Pay Your Rent and Build Your Credit!

On-time payments boost score

Experian, one of the three major credit-reporting agencies, began collecting a new set of data at the end of 2010. This previously uncollected information detailed whether rental payments were being made on time. The change is good for renters who need another encouraging checkmark on their credit reports and a small, positive nudge to their overall score.

As a result of this switch, groups that are traditionally restricted access to major credit products (such as displaced homeowners, immigrants and college students) can get a jolt to their score and, perhaps, qualify for better opportunities.

Does it matter?

For people with bad credit (or none at all), their access to purchasing tools such as credit cards and consumer loans, can be seriously restricted. Unfortunately, this causes a cycle: good credit rewards an individual with tools that further increase credit, while someone with bad credit is denied the opportunity to improve it.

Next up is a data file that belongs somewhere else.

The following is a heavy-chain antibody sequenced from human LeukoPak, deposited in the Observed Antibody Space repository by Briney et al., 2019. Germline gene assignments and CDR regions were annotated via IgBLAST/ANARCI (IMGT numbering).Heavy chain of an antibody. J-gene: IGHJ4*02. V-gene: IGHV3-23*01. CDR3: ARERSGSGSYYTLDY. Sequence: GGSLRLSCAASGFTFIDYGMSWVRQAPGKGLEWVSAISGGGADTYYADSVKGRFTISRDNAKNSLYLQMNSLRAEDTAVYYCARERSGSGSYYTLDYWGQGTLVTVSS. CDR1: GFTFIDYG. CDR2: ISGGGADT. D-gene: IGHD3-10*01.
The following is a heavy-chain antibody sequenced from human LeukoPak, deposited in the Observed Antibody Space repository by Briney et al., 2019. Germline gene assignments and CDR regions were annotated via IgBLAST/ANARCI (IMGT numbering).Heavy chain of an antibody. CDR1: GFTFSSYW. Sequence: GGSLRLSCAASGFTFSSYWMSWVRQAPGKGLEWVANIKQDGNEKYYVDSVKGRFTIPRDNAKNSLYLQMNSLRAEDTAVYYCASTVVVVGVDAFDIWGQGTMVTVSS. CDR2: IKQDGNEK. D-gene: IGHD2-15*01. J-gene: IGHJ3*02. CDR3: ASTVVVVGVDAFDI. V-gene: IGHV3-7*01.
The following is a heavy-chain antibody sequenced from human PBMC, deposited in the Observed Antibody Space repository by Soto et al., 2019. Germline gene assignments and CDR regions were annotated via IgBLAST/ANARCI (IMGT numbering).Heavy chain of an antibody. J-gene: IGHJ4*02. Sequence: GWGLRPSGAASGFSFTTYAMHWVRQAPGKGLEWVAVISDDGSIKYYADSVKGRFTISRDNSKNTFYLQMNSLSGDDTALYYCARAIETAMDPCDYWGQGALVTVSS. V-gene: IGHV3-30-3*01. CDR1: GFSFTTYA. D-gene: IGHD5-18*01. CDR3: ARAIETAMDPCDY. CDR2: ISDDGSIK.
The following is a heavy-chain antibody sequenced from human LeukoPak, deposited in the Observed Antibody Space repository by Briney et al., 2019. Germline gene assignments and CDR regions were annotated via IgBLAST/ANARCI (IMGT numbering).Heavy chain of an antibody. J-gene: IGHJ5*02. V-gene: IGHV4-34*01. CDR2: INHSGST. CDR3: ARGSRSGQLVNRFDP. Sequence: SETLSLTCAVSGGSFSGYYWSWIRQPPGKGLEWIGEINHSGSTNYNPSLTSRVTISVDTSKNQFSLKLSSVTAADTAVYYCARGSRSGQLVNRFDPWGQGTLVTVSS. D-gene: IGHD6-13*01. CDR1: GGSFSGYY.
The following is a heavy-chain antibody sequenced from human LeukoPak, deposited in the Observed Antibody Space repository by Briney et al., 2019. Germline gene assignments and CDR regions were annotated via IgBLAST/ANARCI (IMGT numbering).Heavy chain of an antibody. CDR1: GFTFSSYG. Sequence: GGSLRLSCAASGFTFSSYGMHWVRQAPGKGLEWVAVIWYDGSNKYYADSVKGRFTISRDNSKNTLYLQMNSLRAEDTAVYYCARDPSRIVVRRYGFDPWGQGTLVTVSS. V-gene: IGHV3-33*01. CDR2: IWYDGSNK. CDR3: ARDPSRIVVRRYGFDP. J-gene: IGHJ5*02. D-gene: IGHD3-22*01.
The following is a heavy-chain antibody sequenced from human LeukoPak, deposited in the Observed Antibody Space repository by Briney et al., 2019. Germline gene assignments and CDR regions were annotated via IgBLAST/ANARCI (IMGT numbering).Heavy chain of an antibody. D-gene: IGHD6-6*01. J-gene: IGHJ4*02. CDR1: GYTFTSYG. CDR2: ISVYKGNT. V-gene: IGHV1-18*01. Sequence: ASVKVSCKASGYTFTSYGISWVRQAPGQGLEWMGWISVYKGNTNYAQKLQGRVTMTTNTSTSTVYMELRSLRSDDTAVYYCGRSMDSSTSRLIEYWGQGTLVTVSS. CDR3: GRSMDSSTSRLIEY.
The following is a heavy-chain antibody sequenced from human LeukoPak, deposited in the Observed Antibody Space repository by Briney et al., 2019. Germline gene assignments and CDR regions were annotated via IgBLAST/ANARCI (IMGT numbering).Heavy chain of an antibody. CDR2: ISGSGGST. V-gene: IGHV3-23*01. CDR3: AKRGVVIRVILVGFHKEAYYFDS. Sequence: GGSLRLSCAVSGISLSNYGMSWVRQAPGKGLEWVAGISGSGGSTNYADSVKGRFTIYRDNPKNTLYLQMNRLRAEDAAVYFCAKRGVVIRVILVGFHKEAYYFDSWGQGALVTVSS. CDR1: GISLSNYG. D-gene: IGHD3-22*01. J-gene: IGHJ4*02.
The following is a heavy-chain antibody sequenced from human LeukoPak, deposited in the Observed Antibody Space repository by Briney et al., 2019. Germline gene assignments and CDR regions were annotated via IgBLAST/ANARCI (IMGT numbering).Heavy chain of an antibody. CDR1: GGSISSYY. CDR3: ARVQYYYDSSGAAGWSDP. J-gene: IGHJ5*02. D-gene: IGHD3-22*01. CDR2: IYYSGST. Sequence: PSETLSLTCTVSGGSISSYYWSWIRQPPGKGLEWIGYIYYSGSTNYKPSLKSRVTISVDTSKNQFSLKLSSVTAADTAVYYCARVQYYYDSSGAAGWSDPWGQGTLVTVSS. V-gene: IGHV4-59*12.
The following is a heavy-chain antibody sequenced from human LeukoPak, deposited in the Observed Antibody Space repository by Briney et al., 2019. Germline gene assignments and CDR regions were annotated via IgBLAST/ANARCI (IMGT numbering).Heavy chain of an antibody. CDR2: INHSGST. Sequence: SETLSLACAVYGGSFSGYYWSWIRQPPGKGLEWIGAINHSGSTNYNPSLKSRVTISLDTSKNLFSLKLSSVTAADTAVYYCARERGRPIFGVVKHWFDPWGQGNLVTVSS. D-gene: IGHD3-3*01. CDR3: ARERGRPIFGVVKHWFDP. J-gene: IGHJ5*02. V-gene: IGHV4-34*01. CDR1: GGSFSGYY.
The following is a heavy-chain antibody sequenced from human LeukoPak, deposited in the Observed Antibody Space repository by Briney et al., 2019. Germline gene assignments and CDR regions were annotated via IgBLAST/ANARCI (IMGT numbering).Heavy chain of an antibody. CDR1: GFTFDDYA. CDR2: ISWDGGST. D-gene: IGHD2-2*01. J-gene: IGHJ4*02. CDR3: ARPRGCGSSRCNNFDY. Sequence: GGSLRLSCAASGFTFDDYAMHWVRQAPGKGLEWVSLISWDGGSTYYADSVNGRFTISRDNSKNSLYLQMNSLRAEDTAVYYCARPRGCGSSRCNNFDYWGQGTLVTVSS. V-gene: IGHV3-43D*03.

This new change, however, provides renters with an easy way to bump up their credit score. By simply paying their rent on time, the Experian credit report will reflect them more favorably. They’ll be more likely to experience an increase in credit (and with in an increase in access to financial tools).

Who sees it?

Once every day, on-time rental payment data is forwarded to Experian RentBureau. Whenever a company that screens a potential tenant accesses the data, they can see whether the applicant has a history of paying his or her rent on time.

After a string of on-time payments, that data can become incorporated into your regular credit report. Your standard credit report is viewable by companies that finance automobile purchases, utility companies and financial institutions such as banks.

Get the credit you deserve!

If your on-time rental payments are not being reported to Experian RentBureau, then you’re not getting any credit for them. By asking your landlord or a representative of your property management company about whether or not they report rental data, you can learn if your credit is being affected.

Supposing that your payments are not being reported, tell your landlord that he or she can help you (and possibly other tenants) by signing up for a rental payment service that does report. Most rental payment services allow tenants to pay their rent online, which is convenient for the landlord. Plus, you’ll be able to opt in or out of reporting for yourself. It’s a win-win and you’ll get the chance to improve your credit.